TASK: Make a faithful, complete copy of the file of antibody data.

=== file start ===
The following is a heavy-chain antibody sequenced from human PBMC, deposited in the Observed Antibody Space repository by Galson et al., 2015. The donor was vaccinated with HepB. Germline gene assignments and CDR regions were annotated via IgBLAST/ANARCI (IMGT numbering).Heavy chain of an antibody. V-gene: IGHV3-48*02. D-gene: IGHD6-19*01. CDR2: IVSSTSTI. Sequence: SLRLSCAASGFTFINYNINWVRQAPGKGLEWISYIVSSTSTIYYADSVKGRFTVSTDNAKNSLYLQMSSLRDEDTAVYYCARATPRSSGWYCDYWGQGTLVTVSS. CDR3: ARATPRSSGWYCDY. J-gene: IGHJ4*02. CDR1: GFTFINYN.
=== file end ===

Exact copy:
The following is a heavy-chain antibody sequenced from human PBMC, deposited in the Observed Antibody Space repository by Galson et al., 2015. The donor was vaccinated with HepB. Germline gene assignments and CDR regions were annotated via IgBLAST/ANARCI (IMGT numbering).Heavy chain of an antibody. V-gene: IGHV3-48*02. D-gene: IGHD6-19*01. CDR2: IVSSTSTI. Sequence: SLRLSCAASGFTFINYNINWVRQAPGKGLEWISYIVSSTSTIYYADSVKGRFTVSTDNAKNSLYLQMSSLRDEDTAVYYCARATPRSSGWYCDYWGQGTLVTVSS. CDR3: ARATPRSSGWYCDY. J-gene: IGHJ4*02. CDR1: GFTFINYN.